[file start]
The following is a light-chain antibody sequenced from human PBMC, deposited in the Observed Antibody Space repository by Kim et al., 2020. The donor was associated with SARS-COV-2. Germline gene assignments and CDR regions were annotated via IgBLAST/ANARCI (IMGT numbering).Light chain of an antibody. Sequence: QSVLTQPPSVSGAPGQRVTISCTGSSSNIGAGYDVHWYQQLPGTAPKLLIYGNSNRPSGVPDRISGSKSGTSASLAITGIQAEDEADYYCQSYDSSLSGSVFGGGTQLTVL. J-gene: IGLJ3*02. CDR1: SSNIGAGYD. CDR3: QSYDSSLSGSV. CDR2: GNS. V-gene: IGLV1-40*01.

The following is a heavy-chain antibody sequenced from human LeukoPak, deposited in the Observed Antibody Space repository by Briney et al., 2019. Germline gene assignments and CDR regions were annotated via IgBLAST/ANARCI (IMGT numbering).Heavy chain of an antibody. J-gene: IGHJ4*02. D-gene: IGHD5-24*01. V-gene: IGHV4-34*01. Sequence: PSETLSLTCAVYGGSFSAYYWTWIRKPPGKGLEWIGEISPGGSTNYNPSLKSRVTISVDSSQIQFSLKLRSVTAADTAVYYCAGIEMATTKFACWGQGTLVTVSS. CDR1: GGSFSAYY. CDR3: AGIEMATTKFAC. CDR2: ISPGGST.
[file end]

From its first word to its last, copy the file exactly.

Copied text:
The following is a light-chain antibody sequenced from human PBMC, deposited in the Observed Antibody Space repository by Kim et al., 2020. The donor was associated with SARS-COV-2. Germline gene assignments and CDR regions were annotated via IgBLAST/ANARCI (IMGT numbering).Light chain of an antibody. Sequence: QSVLTQPPSVSGAPGQRVTISCTGSSSNIGAGYDVHWYQQLPGTAPKLLIYGNSNRPSGVPDRISGSKSGTSASLAITGIQAEDEADYYCQSYDSSLSGSVFGGGTQLTVL. J-gene: IGLJ3*02. CDR1: SSNIGAGYD. CDR3: QSYDSSLSGSV. CDR2: GNS. V-gene: IGLV1-40*01.

The following is a heavy-chain antibody sequenced from human LeukoPak, deposited in the Observed Antibody Space repository by Briney et al., 2019. Germline gene assignments and CDR regions were annotated via IgBLAST/ANARCI (IMGT numbering).Heavy chain of an antibody. J-gene: IGHJ4*02. D-gene: IGHD5-24*01. V-gene: IGHV4-34*01. Sequence: PSETLSLTCAVYGGSFSAYYWTWIRKPPGKGLEWIGEISPGGSTNYNPSLKSRVTISVDSSQIQFSLKLRSVTAADTAVYYCAGIEMATTKFACWGQGTLVTVSS. CDR1: GGSFSAYY. CDR3: AGIEMATTKFAC. CDR2: ISPGGST.